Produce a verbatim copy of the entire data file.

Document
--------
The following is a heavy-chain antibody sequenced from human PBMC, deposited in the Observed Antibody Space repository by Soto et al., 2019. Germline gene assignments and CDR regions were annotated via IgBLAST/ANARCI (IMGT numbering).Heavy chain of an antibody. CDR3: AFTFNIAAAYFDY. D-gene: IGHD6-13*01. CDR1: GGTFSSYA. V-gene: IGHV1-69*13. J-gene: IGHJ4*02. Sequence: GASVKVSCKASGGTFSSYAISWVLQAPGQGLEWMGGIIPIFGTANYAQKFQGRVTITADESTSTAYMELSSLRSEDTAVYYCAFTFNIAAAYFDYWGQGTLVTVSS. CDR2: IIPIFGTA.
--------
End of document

The following is a heavy-chain antibody sequenced from human PBMC, deposited in the Observed Antibody Space repository by Soto et al., 2019. Germline gene assignments and CDR regions were annotated via IgBLAST/ANARCI (IMGT numbering).Heavy chain of an antibody. CDR3: AFTFNIAAAYFDY. D-gene: IGHD6-13*01. CDR1: GGTFSSYA. V-gene: IGHV1-69*13. J-gene: IGHJ4*02. Sequence: GASVKVSCKASGGTFSSYAISWVLQAPGQGLEWMGGIIPIFGTANYAQKFQGRVTITADESTSTAYMELSSLRSEDTAVYYCAFTFNIAAAYFDYWGQGTLVTVSS. CDR2: IIPIFGTA.